The World at War


General Robert George Latta McNaughton

Canadian General 1887 - 1966 Born: January 25, 1887 at Moosomin, Saskatchewan, Canada


General McNaughton was educated at McGill University in Montreal and commissioned as a reserve artillery officer in 1912. During WW1 he served in France and was twice wounded in action. His commander General Currie described him as the finest gunner in the British Empire. McNaughton remained in the Army following that war and served as Chief of General Staff from 1929 - ’35. He resigned and spent the four years preceding the second world war as head of the National Research Bureau and conducting metallurgical research.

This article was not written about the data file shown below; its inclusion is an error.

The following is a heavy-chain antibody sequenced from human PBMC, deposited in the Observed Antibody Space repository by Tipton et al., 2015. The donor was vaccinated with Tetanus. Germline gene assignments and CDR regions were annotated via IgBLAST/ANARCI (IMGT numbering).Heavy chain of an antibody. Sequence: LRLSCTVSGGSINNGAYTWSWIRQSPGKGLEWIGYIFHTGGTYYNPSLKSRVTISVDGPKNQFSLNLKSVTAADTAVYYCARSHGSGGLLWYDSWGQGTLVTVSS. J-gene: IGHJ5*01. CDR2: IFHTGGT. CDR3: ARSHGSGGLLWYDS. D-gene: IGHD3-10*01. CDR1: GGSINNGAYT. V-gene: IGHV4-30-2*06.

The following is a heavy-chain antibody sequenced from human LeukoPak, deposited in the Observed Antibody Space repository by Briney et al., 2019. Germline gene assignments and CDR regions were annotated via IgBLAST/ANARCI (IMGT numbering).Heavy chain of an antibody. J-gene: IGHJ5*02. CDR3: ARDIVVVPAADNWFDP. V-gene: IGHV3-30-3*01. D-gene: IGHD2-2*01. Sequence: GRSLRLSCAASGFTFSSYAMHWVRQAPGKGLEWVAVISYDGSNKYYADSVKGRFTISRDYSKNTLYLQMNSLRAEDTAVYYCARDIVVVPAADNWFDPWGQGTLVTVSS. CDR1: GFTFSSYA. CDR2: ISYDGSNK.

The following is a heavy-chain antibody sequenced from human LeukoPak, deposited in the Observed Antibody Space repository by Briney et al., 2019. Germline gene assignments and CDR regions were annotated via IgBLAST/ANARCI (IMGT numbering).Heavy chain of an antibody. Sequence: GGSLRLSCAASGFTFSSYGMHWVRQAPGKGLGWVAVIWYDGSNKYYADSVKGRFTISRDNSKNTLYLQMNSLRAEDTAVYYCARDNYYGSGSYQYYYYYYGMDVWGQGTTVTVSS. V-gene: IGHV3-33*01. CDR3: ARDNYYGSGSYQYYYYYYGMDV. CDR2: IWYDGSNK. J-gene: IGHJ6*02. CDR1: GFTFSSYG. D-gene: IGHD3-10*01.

McNaughton returned to the army when the second world war broke out. He headed the 1st Canadian Division when it left for Britain in December 1939. After Dunkirk Churchill placed McNaughton in charge of planning Operation Jupiter, an invasion of Norway to be launched in the winter of 1942. Planning for the never executed Jupiter kept McNaughton from being informed of plans for the Dieppe raid until late April of 1942. The raid was launched on August 19, 1942 with disastrous results after eight hours of futile combat against the German garrison the allied troops were forced to withdraw leaving three fourths of the landing party killed or captured. It was later charged that Churchill had OK’ed the raid to demonstrate for the need for delaying a direct assault on France to the Americans. McNaughton was falsely accused by the press in Canada of insisting that his troops lead the raid but accepted the blame in the interest of maintain good relations between the British and Canadians and insisting that the government in Ottawa not issue a denial. Continuing conflict between the Canadian and British governments caused McNaughton to turn command of the Canadian Army over to General Crerar in December 1943. He returned to Canada and resigned his commission. A year later, November 1944, McNaughton accepted the post of Defence Minister in the cabinet of McKenzie King serving there until August 1945. McNaughton finished his public service as the first President of Canada’s Atomic Energy Control Board from 1946 - ’48.

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